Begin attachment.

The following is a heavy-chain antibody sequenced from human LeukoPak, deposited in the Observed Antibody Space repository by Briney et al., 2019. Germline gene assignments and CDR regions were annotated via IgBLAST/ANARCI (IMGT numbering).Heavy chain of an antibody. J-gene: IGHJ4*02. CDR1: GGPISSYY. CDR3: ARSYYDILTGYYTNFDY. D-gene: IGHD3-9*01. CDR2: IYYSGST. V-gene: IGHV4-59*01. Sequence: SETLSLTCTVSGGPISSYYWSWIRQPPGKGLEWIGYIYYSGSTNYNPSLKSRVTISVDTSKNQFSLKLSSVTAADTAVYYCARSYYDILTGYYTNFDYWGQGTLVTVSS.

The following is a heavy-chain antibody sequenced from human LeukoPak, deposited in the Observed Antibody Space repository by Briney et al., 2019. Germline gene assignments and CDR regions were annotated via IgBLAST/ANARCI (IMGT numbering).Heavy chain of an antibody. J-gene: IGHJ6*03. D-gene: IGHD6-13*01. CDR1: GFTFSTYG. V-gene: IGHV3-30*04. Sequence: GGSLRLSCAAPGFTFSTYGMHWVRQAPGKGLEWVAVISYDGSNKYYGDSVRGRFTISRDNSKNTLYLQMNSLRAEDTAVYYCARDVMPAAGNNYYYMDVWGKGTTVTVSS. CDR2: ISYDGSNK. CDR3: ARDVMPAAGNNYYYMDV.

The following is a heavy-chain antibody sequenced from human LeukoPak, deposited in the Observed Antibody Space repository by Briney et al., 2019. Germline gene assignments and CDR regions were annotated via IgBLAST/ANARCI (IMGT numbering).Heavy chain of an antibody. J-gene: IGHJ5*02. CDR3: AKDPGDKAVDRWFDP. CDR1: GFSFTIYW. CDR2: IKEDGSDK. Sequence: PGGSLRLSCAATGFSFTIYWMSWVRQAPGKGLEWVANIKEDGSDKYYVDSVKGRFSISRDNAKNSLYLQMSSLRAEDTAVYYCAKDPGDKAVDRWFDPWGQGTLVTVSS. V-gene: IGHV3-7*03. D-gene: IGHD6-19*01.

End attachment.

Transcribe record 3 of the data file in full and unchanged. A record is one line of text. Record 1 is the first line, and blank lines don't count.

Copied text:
The following is a heavy-chain antibody sequenced from human LeukoPak, deposited in the Observed Antibody Space repository by Briney et al., 2019. Germline gene assignments and CDR regions were annotated via IgBLAST/ANARCI (IMGT numbering).Heavy chain of an antibody. J-gene: IGHJ5*02. CDR3: AKDPGDKAVDRWFDP. CDR1: GFSFTIYW. CDR2: IKEDGSDK. Sequence: PGGSLRLSCAATGFSFTIYWMSWVRQAPGKGLEWVANIKEDGSDKYYVDSVKGRFSISRDNAKNSLYLQMSSLRAEDTAVYYCAKDPGDKAVDRWFDPWGQGTLVTVSS. V-gene: IGHV3-7*03. D-gene: IGHD6-19*01.